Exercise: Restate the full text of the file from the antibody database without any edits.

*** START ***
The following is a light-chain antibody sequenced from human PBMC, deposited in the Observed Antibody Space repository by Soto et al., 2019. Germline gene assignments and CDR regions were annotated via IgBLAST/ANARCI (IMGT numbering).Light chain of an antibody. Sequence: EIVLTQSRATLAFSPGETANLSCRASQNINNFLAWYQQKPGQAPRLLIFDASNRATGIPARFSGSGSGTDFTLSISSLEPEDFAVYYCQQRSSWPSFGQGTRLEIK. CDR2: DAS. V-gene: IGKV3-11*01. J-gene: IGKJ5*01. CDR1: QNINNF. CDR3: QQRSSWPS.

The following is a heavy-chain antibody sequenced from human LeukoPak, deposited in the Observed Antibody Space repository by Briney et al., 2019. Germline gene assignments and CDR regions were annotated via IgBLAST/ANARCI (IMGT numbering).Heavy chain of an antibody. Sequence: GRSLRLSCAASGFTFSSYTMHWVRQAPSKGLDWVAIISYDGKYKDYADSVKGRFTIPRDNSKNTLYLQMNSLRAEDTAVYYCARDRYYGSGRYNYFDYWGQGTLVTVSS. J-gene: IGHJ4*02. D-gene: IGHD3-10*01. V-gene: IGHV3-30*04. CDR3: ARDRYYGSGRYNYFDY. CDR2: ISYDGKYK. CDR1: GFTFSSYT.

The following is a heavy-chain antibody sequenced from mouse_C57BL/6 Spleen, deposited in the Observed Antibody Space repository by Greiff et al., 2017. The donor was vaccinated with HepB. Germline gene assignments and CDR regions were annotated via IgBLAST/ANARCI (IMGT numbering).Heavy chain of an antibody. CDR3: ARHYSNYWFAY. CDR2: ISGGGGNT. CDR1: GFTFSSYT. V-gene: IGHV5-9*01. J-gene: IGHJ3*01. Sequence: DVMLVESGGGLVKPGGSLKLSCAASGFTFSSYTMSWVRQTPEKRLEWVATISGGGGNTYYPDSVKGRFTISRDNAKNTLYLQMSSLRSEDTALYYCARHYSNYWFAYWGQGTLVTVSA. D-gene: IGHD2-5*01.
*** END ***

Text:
The following is a light-chain antibody sequenced from human PBMC, deposited in the Observed Antibody Space repository by Soto et al., 2019. Germline gene assignments and CDR regions were annotated via IgBLAST/ANARCI (IMGT numbering).Light chain of an antibody. Sequence: EIVLTQSRATLAFSPGETANLSCRASQNINNFLAWYQQKPGQAPRLLIFDASNRATGIPARFSGSGSGTDFTLSISSLEPEDFAVYYCQQRSSWPSFGQGTRLEIK. CDR2: DAS. V-gene: IGKV3-11*01. J-gene: IGKJ5*01. CDR1: QNINNF. CDR3: QQRSSWPS.

The following is a heavy-chain antibody sequenced from human LeukoPak, deposited in the Observed Antibody Space repository by Briney et al., 2019. Germline gene assignments and CDR regions were annotated via IgBLAST/ANARCI (IMGT numbering).Heavy chain of an antibody. Sequence: GRSLRLSCAASGFTFSSYTMHWVRQAPSKGLDWVAIISYDGKYKDYADSVKGRFTIPRDNSKNTLYLQMNSLRAEDTAVYYCARDRYYGSGRYNYFDYWGQGTLVTVSS. J-gene: IGHJ4*02. D-gene: IGHD3-10*01. V-gene: IGHV3-30*04. CDR3: ARDRYYGSGRYNYFDY. CDR2: ISYDGKYK. CDR1: GFTFSSYT.

The following is a heavy-chain antibody sequenced from mouse_C57BL/6 Spleen, deposited in the Observed Antibody Space repository by Greiff et al., 2017. The donor was vaccinated with HepB. Germline gene assignments and CDR regions were annotated via IgBLAST/ANARCI (IMGT numbering).Heavy chain of an antibody. CDR3: ARHYSNYWFAY. CDR2: ISGGGGNT. CDR1: GFTFSSYT. V-gene: IGHV5-9*01. J-gene: IGHJ3*01. Sequence: DVMLVESGGGLVKPGGSLKLSCAASGFTFSSYTMSWVRQTPEKRLEWVATISGGGGNTYYPDSVKGRFTISRDNAKNTLYLQMSSLRSEDTALYYCARHYSNYWFAYWGQGTLVTVSA. D-gene: IGHD2-5*01.